TWORKOV, JACK


TWORKOV, JACK (1900–1982), U.S. educator, printmaker, painter. Tworkov was born in Biala, Poland and immigrated to the U.S. in 1913. He studied at Columbia University, the National Academy of Design, and the Art Students League. Tworkov worked as an artist for the Works Project Administration's Federal Art Project in 1935, where he met Willem de Kooning. Both men emerged as forces in the Abstract Expressionist movement. Tworkov was also one of the founders of The Club, a loose New York association of Abstract Expressionists which met to discuss matters relating to art making. Like many other Abstract Expressionists, Tworkov's early work consisted of figures and still-lifes. He also rendered images in a cubist style before adopting the visual aspects of Abstract Expressionism. As to be expected, his early work shared many stylistic characteristics with that of de Kooning. As Tworkov gained eminence along with his colleagues in the New York School representational subject matter became subsumed in abundantly textured long, dashing, diagonal brush strokes, as in his painting Blue Note from 1959. Among other influences, Tworkov also turned to the art of the marginalized Expressionist painter Chaim Soutine as a source of inspiration; in fact, Tworkov wrote an article on Soutine during the latter's 1950 show at MOMA. Tworkov achieved the illusion of vibrating and multiple fields or screens of color from a cool, restricted palette and subtle nuances of tone. Likely influenced by the Minimalists, Tworkov integrated grids and other ordering systems into his images from the 1960s onward, such as Shield (1961) and Variables II (1964–65). One of his major series of paintings, House of the Sun, refers to Ulysses, whose epic adventures suggested a variety of themes to the artist. Tworkov taught at numerous institutions: the American University, Black Mountain College (other luminaries of this period such as John Cage, Franz Kline, and Lyonel Feininger also taught here during the 1940s), Queens College, the Pratt Institute, and Yale University, where he functioned as chairman of the art department. He was a recipient of a Corcoran Gold Medal in 1963. Tworkov's art has been exhibited at numerous major museums, including the Art Institute of Chicago, the Guggenheim Museum, the Museum of Modern Art, New York, the Pennsylvania Academy, and the Whitney Museum, among other venues. His work is in the collections of the Hirschhorn Museum and Sculpture Garden, the National Gallery of Art, Washington, D.C., and the Smithsonian Museum of American Art.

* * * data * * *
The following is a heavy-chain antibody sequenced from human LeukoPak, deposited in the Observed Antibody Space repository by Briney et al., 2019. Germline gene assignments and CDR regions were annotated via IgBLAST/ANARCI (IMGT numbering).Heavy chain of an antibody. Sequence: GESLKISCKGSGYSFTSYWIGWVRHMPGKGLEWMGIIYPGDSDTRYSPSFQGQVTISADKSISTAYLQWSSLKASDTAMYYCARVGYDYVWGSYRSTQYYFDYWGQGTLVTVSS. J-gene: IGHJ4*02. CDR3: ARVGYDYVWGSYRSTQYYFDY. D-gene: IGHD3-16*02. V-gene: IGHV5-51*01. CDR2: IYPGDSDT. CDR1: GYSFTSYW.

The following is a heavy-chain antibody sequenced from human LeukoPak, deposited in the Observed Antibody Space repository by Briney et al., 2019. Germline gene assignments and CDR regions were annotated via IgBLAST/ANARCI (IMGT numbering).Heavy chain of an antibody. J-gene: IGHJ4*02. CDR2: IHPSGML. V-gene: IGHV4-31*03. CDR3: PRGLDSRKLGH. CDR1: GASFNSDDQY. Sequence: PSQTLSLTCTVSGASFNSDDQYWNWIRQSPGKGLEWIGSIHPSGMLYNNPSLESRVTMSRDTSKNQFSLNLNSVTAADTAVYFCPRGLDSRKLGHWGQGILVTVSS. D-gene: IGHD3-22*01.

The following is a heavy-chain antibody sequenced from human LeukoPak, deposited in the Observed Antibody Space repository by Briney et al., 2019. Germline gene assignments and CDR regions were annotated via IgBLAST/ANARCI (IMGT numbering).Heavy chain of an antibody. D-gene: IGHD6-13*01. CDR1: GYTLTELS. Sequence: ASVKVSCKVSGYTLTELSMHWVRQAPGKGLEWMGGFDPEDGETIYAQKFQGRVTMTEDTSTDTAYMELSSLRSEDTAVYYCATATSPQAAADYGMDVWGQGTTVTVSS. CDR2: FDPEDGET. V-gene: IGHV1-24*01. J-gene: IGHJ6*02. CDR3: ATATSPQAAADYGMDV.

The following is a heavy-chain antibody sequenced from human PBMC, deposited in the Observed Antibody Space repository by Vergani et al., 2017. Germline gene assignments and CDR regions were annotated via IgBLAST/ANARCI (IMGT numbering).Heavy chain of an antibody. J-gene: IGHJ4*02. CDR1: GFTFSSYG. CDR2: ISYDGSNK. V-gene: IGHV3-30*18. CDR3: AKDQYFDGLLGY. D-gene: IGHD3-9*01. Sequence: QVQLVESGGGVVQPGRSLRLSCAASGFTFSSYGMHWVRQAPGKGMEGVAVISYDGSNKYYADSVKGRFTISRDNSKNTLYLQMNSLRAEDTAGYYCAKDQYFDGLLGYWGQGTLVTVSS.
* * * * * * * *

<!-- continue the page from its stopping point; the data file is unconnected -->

BIBLIOGRAPHY:

D. Ashton, The New York School: A Cultural Reckoning (1972); Jack Tworkov: Paintings, 19501978 (Glasgow: Third Eye Center, 1979); I. Sandler, The Triumph of American Painting: A History of Abstract Expressionism (1970).

[Nancy Buchwald (2nd ed.)]


Source: Encyclopaedia Judaica. © 2008 The Gale Group. All Rights Reserved.